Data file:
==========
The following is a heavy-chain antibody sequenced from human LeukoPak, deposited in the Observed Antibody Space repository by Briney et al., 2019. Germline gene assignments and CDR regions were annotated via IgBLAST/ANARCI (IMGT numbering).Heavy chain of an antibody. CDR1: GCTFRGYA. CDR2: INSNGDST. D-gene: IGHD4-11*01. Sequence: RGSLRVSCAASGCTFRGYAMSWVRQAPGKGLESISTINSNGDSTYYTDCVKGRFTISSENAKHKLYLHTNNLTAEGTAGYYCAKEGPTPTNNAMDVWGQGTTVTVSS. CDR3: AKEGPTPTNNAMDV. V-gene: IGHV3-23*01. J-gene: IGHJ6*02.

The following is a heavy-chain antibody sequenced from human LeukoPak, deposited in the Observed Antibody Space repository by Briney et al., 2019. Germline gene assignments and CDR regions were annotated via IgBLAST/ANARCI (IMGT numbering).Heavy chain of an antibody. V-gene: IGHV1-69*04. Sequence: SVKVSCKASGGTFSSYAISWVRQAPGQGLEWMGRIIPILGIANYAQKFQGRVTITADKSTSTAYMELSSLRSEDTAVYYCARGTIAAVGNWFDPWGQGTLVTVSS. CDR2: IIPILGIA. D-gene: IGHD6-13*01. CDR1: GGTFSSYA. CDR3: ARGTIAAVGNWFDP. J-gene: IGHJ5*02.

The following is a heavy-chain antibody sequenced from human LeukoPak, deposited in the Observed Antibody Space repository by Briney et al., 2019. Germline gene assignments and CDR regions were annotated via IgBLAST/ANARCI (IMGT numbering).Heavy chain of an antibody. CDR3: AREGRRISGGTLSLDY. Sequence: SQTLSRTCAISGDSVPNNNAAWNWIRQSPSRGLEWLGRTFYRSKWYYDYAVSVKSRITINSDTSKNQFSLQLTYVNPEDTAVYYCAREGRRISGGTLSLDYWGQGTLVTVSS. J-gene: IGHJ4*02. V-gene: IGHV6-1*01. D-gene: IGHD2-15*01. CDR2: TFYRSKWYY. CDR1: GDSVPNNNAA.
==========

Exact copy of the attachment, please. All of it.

The following is a heavy-chain antibody sequenced from human LeukoPak, deposited in the Observed Antibody Space repository by Briney et al., 2019. Germline gene assignments and CDR regions were annotated via IgBLAST/ANARCI (IMGT numbering).Heavy chain of an antibody. CDR1: GCTFRGYA. CDR2: INSNGDST. D-gene: IGHD4-11*01. Sequence: RGSLRVSCAASGCTFRGYAMSWVRQAPGKGLESISTINSNGDSTYYTDCVKGRFTISSENAKHKLYLHTNNLTAEGTAGYYCAKEGPTPTNNAMDVWGQGTTVTVSS. CDR3: AKEGPTPTNNAMDV. V-gene: IGHV3-23*01. J-gene: IGHJ6*02.

The following is a heavy-chain antibody sequenced from human LeukoPak, deposited in the Observed Antibody Space repository by Briney et al., 2019. Germline gene assignments and CDR regions were annotated via IgBLAST/ANARCI (IMGT numbering).Heavy chain of an antibody. V-gene: IGHV1-69*04. Sequence: SVKVSCKASGGTFSSYAISWVRQAPGQGLEWMGRIIPILGIANYAQKFQGRVTITADKSTSTAYMELSSLRSEDTAVYYCARGTIAAVGNWFDPWGQGTLVTVSS. CDR2: IIPILGIA. D-gene: IGHD6-13*01. CDR1: GGTFSSYA. CDR3: ARGTIAAVGNWFDP. J-gene: IGHJ5*02.

The following is a heavy-chain antibody sequenced from human LeukoPak, deposited in the Observed Antibody Space repository by Briney et al., 2019. Germline gene assignments and CDR regions were annotated via IgBLAST/ANARCI (IMGT numbering).Heavy chain of an antibody. CDR3: AREGRRISGGTLSLDY. Sequence: SQTLSRTCAISGDSVPNNNAAWNWIRQSPSRGLEWLGRTFYRSKWYYDYAVSVKSRITINSDTSKNQFSLQLTYVNPEDTAVYYCAREGRRISGGTLSLDYWGQGTLVTVSS. J-gene: IGHJ4*02. V-gene: IGHV6-1*01. D-gene: IGHD2-15*01. CDR2: TFYRSKWYY. CDR1: GDSVPNNNAA.